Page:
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unions. Most in evidence among the locals were the building trades with delegates from 19 unions. Next in point of representation were the moulders, machinists, and ship carpenters, with 7 delegates each. The Coachmakers' International Union was represented by 2 delegates, and the National Union of Curriers by 1, but the real representation of the national unions was much stronger. All presidents and secretaries of national unions were invited to seats on the floor of the convention with the right to speak but not to vote. Under this provision Jonathan C. Fincher and William C. Otley, secretary and president respectively of the machinists', and John A. White, president of the International Union of Bricklayers, became participants in the debates. Furthermore, four delegates who bore credentials from minor organisations were at the same time officers of national unions, like Alexander H. Troup, treasurer of the National Typographical Union, and T. E. Kirby, secretary of the International Union of Bricklayers.29 The representation from national trade unions on the floor thus really amounted to ten. Other labour leaders widely known were A. C. Cameron, the editor of the Workingman's Advocate, representing the Chicago Trades' Assembly and the Illinois Grand Eight Hour League; John Hinchcliffe, the joint representative of the Railroad Men's Protective Union, the Printers' Union, the Machinery Molders' Union of St. Louis, and the Miners' Lodge of Illinois. Important leaders not present were Sylvis, who was prevented from coming by illness, and Richard Trevellick.

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The convention elected Hinchcliffe temporary chairman and spent the first day in completing its organisation. Hinchcliffe was re-elected permanent chairman and on the second day he appointed the following committees: on "Eight Hours in all its respects," on "Trades' Unions, Organisation and Strikes,' on Co-operation and Convict Prison Labour," on a "National Labor Organisation," on "An Address to the Workmen throughout the Country," on "Permanent National Organisation," on "Public Lands and the National Debt," and a committee "to confer with the President of the United States in relation to the Reform Movement."

29 The remaining two delegates of this group were Richard Emmons and James Ashworth, first and second vice-presidents,

respectively, of the Machinists' and Blacksmiths' International Union.

The sentiment of the convention is gauged best by the attitudes respectively on trade unionism and legislative action. The committee on trade unions, consisting of three representatives of trades' assemblies, Cameron, of the Chicago Trades' Assembly, Roberts, of the Philadelphia Trades' Assembly, and Baldwin, of the Mechanics' Association of Norfolk, Virginia, and of two delegates from local unions, Reed, of the house carpenters in Washington, and Auld, of the shipwrights in Baltimore, presented a report which was adopted without debate. It recognised that "all reforms in the labour movement. . . can at present best be directed through the Trades organisations," and recommended "the formation of unions in all localities where the same do not exist, and the formation of an international organisation in every branch of industry as a first and most important duty of the hour," and further also the organisation of the unskilled in "a general workingmen's association" directly affiliated with the "general organisation." It also embodied the trade union recommendation of a more rigid enforcement of the apprenticeship system. "With regard to the subject of strikes," the report continued, your committee give it as their deliberate opinion that they have been productive of great injury to the labouring classes, and would therefore discountenance them except as dernier resort." It further advocated arbitration as a substitute for strikes and advised "the appointment by each Trades' Assembly of an arbitration committee to whom shall be referred all matters of dispute arising between employers and employés." When we consider that this was a period of phenomenal growth of fighting associations of employers, it becomes evident that by deprecating strikes and by recommending arbitration the convention showed how little faith it had that results could be attained through trade unionism.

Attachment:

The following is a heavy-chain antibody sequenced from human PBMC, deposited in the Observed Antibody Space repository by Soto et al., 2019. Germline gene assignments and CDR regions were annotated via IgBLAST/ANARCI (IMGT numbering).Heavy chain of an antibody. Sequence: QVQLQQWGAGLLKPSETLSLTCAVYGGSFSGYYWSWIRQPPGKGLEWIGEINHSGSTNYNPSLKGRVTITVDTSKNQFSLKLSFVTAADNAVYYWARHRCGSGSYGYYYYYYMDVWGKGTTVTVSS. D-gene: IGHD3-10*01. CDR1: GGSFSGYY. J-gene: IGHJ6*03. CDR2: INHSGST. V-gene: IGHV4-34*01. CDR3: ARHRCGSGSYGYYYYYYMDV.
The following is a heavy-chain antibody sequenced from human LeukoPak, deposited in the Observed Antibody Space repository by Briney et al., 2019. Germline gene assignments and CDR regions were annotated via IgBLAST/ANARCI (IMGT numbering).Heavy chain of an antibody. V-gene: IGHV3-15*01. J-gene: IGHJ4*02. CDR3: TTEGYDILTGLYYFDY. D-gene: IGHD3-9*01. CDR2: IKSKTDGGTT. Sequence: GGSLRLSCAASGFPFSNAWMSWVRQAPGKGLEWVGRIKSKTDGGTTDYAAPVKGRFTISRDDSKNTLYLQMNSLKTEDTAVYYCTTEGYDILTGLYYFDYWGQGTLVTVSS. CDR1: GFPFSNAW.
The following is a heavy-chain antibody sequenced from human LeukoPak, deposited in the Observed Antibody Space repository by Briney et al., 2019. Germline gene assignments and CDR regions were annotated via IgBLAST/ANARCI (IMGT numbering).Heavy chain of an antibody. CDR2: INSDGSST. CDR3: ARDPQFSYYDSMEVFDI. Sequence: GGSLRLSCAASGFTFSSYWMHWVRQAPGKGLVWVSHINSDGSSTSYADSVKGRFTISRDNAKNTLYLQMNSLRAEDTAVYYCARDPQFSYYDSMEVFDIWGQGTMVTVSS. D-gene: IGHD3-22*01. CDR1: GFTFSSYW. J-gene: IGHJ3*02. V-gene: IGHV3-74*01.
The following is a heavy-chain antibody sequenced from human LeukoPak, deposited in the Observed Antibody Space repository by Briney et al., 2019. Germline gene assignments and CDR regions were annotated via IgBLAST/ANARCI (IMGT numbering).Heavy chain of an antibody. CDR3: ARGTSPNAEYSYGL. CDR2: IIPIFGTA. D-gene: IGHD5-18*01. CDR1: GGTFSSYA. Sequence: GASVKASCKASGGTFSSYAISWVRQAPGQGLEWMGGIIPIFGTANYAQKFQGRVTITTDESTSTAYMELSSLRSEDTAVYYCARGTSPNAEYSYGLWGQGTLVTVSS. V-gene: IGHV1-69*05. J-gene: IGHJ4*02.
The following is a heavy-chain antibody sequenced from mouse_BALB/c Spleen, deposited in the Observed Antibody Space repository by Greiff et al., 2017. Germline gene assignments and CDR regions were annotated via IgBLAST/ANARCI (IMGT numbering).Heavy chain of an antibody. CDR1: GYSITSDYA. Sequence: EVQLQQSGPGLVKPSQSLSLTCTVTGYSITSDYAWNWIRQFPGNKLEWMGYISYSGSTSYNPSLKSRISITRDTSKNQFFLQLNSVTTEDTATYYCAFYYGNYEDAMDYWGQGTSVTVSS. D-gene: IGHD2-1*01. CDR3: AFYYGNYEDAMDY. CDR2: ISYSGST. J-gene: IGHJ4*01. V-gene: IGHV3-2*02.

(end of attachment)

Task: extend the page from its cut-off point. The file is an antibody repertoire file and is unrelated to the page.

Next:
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The debates which centred around the eight-hour question indicated that legislative action had taken the first place which, in the international assembly of 1864 had belonged to trade unionism. The committee of 14, 1 for each of the 13 States and the District of Columbia, consisted of 8 delegates from trades' assemblies, 1 from a Grand Eight Hour League, and 5 from local trade unions. The report set forth that "there

comes from the ranks of labour a demand for more time for moral, intellectual and social culture," which is the "result of that condition of progress in which the workingmen of this nation are prepared to take a step higher in the scale of moral and intellectual life." But this at first went no further than the resolution to recommend "agitation and organisation" as "the two great levers by which we are to accomplish the great result," and to state that "as far as political action is concerned, each locality should be governed by its own policy, whether to run an independent ticket of workingmen, or to use political parties already existing, but, at all events to cast no vote except for men pledged to the interests of labor."